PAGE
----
> I am given a 2D point on a plane (say dx and dy). I am given also the
> directional cosines for that plane, the position of the lower right
> corner of that plane, plus the column and row lenght of the plane.
Fine, except that "planes" don't have any such thing as a "lower right
corner" --- they're infinite in all directions.
Quote:> My problem is now trying to map the 2D point, into a 3D point in the
> coordinate system where the plane resides.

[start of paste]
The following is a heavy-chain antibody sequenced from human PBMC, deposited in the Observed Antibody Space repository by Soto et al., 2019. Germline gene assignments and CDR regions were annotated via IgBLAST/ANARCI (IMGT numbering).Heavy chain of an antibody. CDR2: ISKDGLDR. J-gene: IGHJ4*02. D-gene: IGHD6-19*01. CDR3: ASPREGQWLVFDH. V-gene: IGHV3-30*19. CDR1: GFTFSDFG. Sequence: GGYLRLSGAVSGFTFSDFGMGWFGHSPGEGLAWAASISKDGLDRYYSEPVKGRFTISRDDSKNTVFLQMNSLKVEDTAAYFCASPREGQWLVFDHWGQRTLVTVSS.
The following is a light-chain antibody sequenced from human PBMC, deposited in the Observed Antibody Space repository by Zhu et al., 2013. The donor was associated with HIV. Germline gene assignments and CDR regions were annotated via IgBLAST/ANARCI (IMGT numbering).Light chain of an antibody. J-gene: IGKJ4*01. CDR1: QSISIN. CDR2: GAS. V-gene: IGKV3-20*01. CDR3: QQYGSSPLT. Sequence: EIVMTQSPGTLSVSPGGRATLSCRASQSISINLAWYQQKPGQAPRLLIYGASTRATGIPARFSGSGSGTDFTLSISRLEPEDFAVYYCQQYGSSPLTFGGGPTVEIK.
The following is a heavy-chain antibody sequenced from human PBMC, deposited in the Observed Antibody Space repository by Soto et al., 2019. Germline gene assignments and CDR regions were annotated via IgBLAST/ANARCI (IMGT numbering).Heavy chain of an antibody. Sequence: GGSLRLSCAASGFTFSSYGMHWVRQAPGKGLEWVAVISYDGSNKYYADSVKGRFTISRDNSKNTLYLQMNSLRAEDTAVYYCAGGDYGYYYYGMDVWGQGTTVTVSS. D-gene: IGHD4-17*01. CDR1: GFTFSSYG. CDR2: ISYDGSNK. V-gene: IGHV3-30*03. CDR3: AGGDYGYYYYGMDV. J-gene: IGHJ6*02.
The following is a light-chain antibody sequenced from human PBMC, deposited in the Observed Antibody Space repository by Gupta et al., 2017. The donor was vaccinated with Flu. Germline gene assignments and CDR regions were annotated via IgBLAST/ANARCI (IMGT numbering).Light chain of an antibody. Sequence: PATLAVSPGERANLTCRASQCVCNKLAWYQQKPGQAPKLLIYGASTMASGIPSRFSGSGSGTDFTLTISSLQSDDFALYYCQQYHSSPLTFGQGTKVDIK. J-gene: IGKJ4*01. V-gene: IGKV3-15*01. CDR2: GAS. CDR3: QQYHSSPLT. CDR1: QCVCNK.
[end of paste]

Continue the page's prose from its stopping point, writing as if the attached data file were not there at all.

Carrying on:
You'll need a parametric equation of your plane, like this:
Point3D(dx,dy) = Point3D(0,0) + dx * Vector3D("row")
+ dy * Vector3D("column")
Point3D(0,0) is your "lower right corner" point.
The two 3d vectors, however, can't be constructed from the input you
have. You're lacking one piece of input. The only thing you know is
that their cross product must be parallel to the 3D vector built by
your directional cosines, otherwise known as the "plane normal", and
they must be orthogonal to each other. But that leaves rotation of
the whole "plane" around that normal vector unspecified.
Even if all the snow were burnt, ashes would remain.